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Written by David Jones on April 12, 2017
Buenos Aires has become a popular travel destination for tourists who like to enjoy nightlife with great food and stunning architecture in an atmosphere that combines contemporary culture with the old world. There’s no denying that the European architecture in Buenos Aires can be a vivid experience.
In addition to being a top vacation destination, Buenos Aires is also at the forefront of energy efficient transportation.
Award winning transportation transformation
On January 14, 2014, Buenos Aires, Argentina won the 9th annual Sustainable Transportation Award created by the Institute for Transportation and Development Policy (ITDP).
ITDP is a non-profit organization that exists to “design and implement high quality transport systems and policy solutions that make cities more livable, equitable, and sustainable.” Established in 2005, the Sustainable Transportation Award is given each year to a city that has implemented strategies that make transportation more sustainable, including enhancing the safety of pedestrians and bicyclists.
Received by Buenos Aires Secretary of Transportation Guillermo Dietrich, the transportation award recognized Buenos Aires for improving urban mobility, reducing CO2 emissions and improving pedestrian and cyclist safety over the course of a year.
So how did they do it? How did such a large city make so many improvements in energy efficient transportation in just a year?
Buenos Aires overhauls the widest street in the world
The city of Buenos Aires is known for being home to the widest avenue in the word – a 20-lane road called 9 de Julio Avenue. This city street has long been the pride and joy of its residents. And in 2013, the city converted many of those lanes into bus-only lanes for their rapid transit system known as BRT.
With 17 stations along the median down 9 de Julio Avenue, BRT accommodates 11 different bus lines and serves over 200,000 travelers each day. And with covered shelters and free Wi-Fi access, residents have every reason to use this transportation system.
The city also encourages walking and cycling
Additionally, by converting literally dozens of blocks in the city center into a completely different environment, especially for pedestrians, the city promotes a culture that encourages people to walk and ride bicycles instead of driving their cars.
The downtown center has been completely reconstructed with walking paths, seating, bollards, and even intersections that have been completely revamped to give pedestrians priority over cars.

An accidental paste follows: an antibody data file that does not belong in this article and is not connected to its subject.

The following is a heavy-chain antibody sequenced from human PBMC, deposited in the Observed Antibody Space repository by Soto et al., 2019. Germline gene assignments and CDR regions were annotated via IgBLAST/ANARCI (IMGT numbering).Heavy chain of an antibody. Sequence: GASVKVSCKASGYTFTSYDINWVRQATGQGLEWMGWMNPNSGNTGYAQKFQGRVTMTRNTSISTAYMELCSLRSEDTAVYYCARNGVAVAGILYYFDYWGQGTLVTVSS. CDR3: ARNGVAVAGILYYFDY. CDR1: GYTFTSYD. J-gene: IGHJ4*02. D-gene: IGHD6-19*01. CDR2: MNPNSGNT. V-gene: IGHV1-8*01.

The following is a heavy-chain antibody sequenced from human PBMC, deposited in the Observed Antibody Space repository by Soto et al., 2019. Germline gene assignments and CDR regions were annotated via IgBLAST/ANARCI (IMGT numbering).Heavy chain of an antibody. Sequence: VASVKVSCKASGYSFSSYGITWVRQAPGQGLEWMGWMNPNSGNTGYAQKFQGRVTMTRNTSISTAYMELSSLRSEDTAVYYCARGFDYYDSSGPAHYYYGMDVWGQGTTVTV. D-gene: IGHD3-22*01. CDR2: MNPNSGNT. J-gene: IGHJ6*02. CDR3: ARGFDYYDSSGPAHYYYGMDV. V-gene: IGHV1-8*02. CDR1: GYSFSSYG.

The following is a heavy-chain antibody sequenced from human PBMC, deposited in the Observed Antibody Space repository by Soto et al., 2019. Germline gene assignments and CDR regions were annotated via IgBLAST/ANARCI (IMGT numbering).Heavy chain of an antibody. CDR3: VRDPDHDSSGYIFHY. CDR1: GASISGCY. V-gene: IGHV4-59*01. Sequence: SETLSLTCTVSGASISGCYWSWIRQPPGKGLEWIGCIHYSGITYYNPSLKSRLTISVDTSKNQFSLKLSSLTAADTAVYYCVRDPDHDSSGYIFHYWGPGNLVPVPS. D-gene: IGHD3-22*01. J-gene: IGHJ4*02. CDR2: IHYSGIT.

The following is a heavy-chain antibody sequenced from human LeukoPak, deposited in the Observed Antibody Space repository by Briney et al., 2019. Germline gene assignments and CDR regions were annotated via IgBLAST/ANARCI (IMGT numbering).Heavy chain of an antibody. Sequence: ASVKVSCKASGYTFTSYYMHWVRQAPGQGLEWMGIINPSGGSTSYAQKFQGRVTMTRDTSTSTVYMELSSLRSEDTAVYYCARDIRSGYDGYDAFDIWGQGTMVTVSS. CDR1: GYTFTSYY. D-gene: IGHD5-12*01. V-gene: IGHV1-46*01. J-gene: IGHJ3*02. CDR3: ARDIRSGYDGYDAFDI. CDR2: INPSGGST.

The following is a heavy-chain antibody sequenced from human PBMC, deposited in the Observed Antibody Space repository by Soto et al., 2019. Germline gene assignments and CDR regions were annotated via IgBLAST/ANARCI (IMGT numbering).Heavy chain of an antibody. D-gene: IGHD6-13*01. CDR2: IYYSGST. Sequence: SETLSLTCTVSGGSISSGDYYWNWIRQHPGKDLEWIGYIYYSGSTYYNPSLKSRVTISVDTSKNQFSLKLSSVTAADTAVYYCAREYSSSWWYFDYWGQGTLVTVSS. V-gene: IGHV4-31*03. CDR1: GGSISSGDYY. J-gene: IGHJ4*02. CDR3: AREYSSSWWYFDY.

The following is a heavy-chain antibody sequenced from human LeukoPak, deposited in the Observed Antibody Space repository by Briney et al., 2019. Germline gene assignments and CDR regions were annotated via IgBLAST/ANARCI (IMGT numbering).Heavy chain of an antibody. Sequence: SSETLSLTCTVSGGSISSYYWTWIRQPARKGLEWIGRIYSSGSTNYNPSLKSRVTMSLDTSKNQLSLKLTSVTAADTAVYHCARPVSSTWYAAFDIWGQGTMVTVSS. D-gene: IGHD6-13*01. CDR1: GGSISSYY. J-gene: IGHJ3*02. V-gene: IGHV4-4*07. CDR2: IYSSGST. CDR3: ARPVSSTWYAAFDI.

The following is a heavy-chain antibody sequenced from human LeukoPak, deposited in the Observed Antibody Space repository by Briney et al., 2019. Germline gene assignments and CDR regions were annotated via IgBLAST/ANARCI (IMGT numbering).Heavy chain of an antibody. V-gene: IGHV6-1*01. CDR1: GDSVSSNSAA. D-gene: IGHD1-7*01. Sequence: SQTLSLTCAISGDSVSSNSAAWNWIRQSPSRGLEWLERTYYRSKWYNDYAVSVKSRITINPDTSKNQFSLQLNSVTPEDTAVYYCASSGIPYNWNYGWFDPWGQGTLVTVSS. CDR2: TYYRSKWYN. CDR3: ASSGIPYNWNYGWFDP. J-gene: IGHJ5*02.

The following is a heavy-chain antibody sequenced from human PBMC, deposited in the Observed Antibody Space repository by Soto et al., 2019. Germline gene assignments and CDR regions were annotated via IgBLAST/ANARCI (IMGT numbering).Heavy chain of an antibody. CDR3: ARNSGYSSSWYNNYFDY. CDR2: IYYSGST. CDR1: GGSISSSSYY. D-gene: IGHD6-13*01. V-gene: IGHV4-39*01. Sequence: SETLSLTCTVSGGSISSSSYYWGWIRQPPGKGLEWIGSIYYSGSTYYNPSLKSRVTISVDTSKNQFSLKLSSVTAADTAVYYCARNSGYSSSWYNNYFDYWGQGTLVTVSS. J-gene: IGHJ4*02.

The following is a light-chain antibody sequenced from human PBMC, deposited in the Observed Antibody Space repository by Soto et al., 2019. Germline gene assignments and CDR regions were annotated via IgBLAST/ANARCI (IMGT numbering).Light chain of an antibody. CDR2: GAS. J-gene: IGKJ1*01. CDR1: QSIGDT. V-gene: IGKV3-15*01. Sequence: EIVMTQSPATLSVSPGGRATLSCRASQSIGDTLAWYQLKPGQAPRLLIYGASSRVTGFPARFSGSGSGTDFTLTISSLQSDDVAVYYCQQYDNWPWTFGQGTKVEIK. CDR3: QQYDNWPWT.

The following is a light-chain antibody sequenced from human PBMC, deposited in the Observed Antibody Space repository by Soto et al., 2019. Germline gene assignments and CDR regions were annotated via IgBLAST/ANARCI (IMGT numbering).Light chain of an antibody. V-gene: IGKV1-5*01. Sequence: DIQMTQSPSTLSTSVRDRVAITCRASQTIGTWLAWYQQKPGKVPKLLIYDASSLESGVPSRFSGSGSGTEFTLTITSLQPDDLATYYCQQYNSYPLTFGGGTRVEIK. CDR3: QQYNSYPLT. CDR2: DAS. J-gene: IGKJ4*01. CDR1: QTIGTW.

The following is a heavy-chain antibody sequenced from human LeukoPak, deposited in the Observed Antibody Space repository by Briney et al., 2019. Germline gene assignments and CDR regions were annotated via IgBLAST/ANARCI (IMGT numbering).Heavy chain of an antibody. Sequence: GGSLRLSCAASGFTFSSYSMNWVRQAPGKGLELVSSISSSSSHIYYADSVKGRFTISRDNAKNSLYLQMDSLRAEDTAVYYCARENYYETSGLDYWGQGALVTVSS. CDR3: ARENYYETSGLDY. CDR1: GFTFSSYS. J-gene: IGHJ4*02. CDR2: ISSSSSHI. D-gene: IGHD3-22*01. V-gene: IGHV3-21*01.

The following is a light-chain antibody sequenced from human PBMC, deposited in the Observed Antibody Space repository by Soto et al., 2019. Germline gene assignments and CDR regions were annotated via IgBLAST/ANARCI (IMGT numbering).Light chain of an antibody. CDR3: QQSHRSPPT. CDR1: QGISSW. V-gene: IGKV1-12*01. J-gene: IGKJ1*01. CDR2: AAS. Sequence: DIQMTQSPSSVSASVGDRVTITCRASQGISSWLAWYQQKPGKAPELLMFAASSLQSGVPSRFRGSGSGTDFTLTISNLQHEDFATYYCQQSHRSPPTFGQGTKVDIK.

Creating energy efficient and easily accessible transportation for Buenos Aires residents not only improves congestion and the environment, but also makes it possible for tourists to take their time experiencing the beauty and rich culture of the city.
Ecobici – the automated bike share program
When it comes to energy efficient transportation, nothing beats a regular, manual powered bicycle. In 2010, Buenos Aires launched a bike sharing program that started out with three stations and 72 bikes and has now grown to 200 fully automated stations with 3,000 bikes (open 24 hours), making it a main contribution to the city’s excellence in energy efficiency, ultimately leading to a better quality of life for residents.
How the world can learn from Buenos Aires
Transforming a city full of cars and congestion into a sustainable, energy efficient community is no easy task. It costs money, takes time and extensive planning, and residents aren’t always open to change. But that doesn’t mean it can’t be done. Clearly, it can, and if Argentina was able to largely transform its most iconic street – a street residents can be extremely protective over – anything is possible.
Transformation begins from the inside out
For cities that have been slow to convert transportation systems into energy efficient systems, there is a lot that can be learned from the example set by Buenos Aires.
It takes time for cities to develop and implement plans to transform a congested city into an energy efficient city, but you have to start somewhere. So it would make sense to start by implementing a bike share program like Buenos Aires.
If people had easy and affordable access to bicycles in the busy downtown areas of a city, they’d be more likely to use them instead of cars, and get some exercise in the process. Hopefully, we’ll see more of the major cities implementing low-cost solutions, like Buenos Aires, to move in the direction of sustainability.